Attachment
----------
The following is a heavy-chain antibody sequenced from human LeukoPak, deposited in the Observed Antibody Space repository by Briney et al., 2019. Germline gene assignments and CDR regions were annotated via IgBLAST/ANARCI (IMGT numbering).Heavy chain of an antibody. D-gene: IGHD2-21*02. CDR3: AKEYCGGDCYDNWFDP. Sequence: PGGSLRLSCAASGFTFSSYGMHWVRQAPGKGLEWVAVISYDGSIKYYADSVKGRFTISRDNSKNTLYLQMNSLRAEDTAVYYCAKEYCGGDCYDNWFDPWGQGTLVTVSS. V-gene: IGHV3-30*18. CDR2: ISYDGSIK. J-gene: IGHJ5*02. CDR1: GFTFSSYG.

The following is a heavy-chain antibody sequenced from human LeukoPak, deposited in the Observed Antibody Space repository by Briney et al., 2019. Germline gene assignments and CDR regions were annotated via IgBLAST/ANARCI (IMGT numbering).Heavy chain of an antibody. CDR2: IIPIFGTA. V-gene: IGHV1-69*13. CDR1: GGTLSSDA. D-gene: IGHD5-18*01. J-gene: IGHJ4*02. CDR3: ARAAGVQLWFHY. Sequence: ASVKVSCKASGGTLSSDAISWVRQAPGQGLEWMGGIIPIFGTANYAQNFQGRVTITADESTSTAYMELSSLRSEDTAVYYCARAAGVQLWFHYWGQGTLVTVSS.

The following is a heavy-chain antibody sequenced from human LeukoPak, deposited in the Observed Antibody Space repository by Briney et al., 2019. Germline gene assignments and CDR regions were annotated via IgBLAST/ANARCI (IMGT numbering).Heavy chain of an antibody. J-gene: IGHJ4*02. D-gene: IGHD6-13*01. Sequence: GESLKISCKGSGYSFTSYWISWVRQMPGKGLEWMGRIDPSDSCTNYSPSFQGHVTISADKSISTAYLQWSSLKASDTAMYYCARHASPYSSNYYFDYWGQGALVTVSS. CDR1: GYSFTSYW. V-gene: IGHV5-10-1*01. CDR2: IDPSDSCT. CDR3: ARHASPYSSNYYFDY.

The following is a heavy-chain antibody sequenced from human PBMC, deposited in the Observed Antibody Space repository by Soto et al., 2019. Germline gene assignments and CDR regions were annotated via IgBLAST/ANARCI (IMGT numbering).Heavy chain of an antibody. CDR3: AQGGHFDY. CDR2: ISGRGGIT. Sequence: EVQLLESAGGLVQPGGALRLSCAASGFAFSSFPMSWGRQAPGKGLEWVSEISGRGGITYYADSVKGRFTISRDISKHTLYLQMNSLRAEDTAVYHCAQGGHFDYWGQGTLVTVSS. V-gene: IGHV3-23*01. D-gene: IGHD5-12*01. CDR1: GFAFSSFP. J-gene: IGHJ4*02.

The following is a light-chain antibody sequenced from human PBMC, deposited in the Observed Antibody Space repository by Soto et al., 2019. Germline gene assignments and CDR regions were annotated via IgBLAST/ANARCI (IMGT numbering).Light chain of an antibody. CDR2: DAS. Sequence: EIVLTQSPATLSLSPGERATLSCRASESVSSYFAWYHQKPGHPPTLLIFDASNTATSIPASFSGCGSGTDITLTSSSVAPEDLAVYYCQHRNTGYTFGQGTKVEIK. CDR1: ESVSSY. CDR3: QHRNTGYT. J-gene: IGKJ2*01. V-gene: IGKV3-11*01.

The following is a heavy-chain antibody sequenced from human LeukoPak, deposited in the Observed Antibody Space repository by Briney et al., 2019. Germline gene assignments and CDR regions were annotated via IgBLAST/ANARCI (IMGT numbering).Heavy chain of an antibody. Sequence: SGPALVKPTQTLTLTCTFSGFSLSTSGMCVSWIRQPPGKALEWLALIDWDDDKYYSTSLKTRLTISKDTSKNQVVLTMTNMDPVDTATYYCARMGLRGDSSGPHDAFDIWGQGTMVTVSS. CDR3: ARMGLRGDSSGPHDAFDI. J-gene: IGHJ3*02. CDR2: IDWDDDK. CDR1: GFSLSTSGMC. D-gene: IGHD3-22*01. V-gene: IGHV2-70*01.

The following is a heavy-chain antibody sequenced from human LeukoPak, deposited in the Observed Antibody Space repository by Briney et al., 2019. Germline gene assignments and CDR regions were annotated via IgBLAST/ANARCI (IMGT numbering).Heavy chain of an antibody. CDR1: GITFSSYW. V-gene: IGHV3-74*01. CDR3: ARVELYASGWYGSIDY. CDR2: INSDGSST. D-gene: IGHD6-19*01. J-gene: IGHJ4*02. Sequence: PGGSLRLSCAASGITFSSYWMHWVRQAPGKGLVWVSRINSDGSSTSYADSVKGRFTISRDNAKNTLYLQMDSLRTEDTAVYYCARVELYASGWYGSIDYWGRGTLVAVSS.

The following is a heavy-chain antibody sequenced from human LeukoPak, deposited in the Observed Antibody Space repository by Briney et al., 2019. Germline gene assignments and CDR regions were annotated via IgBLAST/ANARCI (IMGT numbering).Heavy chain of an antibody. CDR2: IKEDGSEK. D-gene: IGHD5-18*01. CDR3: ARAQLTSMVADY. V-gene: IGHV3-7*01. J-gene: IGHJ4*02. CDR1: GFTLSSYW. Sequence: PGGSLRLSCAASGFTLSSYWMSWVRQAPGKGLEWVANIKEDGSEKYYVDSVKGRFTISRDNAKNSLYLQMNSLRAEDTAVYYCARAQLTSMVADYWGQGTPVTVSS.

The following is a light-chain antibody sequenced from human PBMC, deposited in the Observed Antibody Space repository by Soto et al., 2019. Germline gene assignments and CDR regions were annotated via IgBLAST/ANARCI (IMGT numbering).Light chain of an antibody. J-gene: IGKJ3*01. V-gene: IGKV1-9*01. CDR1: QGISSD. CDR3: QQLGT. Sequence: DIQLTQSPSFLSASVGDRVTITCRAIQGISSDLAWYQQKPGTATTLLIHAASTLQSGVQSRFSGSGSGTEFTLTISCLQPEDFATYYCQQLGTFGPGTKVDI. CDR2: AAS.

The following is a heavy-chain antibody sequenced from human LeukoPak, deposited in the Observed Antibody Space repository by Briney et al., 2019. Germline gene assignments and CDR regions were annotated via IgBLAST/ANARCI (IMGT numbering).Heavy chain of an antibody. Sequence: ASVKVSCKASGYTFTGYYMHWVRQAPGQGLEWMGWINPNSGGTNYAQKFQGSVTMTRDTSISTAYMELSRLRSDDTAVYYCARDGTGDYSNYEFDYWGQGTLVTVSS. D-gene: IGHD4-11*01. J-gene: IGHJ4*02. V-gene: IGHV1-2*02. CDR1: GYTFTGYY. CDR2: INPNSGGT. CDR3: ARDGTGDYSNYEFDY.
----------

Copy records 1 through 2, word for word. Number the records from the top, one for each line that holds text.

The following is a heavy-chain antibody sequenced from human LeukoPak, deposited in the Observed Antibody Space repository by Briney et al., 2019. Germline gene assignments and CDR regions were annotated via IgBLAST/ANARCI (IMGT numbering).Heavy chain of an antibody. D-gene: IGHD2-21*02. CDR3: AKEYCGGDCYDNWFDP. Sequence: PGGSLRLSCAASGFTFSSYGMHWVRQAPGKGLEWVAVISYDGSIKYYADSVKGRFTISRDNSKNTLYLQMNSLRAEDTAVYYCAKEYCGGDCYDNWFDPWGQGTLVTVSS. V-gene: IGHV3-30*18. CDR2: ISYDGSIK. J-gene: IGHJ5*02. CDR1: GFTFSSYG.

The following is a heavy-chain antibody sequenced from human LeukoPak, deposited in the Observed Antibody Space repository by Briney et al., 2019. Germline gene assignments and CDR regions were annotated via IgBLAST/ANARCI (IMGT numbering).Heavy chain of an antibody. CDR2: IIPIFGTA. V-gene: IGHV1-69*13. CDR1: GGTLSSDA. D-gene: IGHD5-18*01. J-gene: IGHJ4*02. CDR3: ARAAGVQLWFHY. Sequence: ASVKVSCKASGGTLSSDAISWVRQAPGQGLEWMGGIIPIFGTANYAQNFQGRVTITADESTSTAYMELSSLRSEDTAVYYCARAAGVQLWFHYWGQGTLVTVSS.